5. Conditional Statements

A conditional statement, symbolized by p → q, is an if-then statement in which p is a hypothesis and q is a conclusion. Let’s have a look at some examples to illustrate it.

5.1. if Statement

The most basic conditional statement is the if-statement with an if-clause only. If the condition after the if keyword is true, the statements belonging to the if-block are executed. Otherwise they are ignored.

if 5 < 3:
    # The following statements are NOT executed
    x = 5
    print(x + 3)

print("Hello World")

if True:
    print("True is True, of course!")


If you execute the above example, you’ll get:

Hello World
True is True, of course!

if-statements can be arbitrarily nested as shown in the following example.

x, y = 5, 3

if x == 5:
    if y == 3:
        print("x = 5 and y = 3")
        print("x = 5 but y != 3")
    print("x != 5 and y != 3")

Keep in mind, that this decreases readability, so if you have many levels of nested if-statements, you may want to refactor you code. With the above example in mind, let’s assume you only care about the fact, that x is equal to 5 and y is equal to 3. You could combine it using the logical operator and.

if x == 5 and y == 3:
    print("x = 5 and y = 3")
    print("x != 5 and y != 3")

5.2. else Clause

Optionally, you can append an else-clause to the if-clause, which is only executed if the condition belonging to the if is not True.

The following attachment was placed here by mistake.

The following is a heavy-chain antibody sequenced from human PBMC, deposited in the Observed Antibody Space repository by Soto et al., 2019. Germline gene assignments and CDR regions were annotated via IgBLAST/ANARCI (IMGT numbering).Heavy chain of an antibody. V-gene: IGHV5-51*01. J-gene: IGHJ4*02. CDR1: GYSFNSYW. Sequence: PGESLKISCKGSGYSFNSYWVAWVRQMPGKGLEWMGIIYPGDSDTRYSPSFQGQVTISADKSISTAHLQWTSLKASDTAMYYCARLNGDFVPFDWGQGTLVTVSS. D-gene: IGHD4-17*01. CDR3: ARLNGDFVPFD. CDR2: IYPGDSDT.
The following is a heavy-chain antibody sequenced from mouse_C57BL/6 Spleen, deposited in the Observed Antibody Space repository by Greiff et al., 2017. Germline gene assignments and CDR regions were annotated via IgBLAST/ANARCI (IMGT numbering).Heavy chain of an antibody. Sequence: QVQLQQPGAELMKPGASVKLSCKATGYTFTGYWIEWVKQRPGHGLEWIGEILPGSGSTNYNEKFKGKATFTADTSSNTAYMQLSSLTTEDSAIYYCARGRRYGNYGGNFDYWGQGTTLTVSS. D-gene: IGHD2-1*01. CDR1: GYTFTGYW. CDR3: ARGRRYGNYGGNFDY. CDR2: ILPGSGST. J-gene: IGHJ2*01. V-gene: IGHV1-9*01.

if False:
    print("The condition is True!")
    print("Sadly, the condition is False.")


Sadly, the condition is False.

Note: There can only be one else-clause per if-statement.

5.3. elif Statement

Sometimes it’s helpful to check against another condition before you execute a default (else) case. Luckily, Python provides us the elif-clause. The statement belonging to elif is only evaluated if the initial if condition is False.

Note: There can be an arbitrary number of elif-clauses per if-statement. They are evaluated from top-down until the first matches.

x = 5

if x > 2 and x < 7:
    print("x is between 2 and 7 exclusively")
elif x > 2:
    print("x is greater than 6")  # The first condition is already evaluated as False, so if x is greater than 2 it has to be greater than 6 (>= 7)
    print("x is smaller than 3")  # The first two conditions are already evaluated as False, so x has to be smaller than 3 (<= 2)

Note: You can rewrite the first condition to:

if 2 < x < 7:
    print("x is between 2 and 7 exclusively")
That's the beauty of Python!

5.4. Conditional Expression

A conditional expression is comparable to the ternary-operator, which you can find in other languages. In it’s simples form, the Python conditional expression (or conditional operator or ternary operator) looks like this:

<expr1> if <conditional_expr> else <expr2>

conditional_expr is evaluated first. If it evaluates to True, then expr1 is evaluated and the program flow continues. However, if it evaluates to False, then expr2 is evaluated.

>>> 5 if 5 < 3 else 3
>>> "Hello World" if True else False
'Hello World'

You can find more information about Python’s conditional expression in the resources listed below.

5.5. Further Resources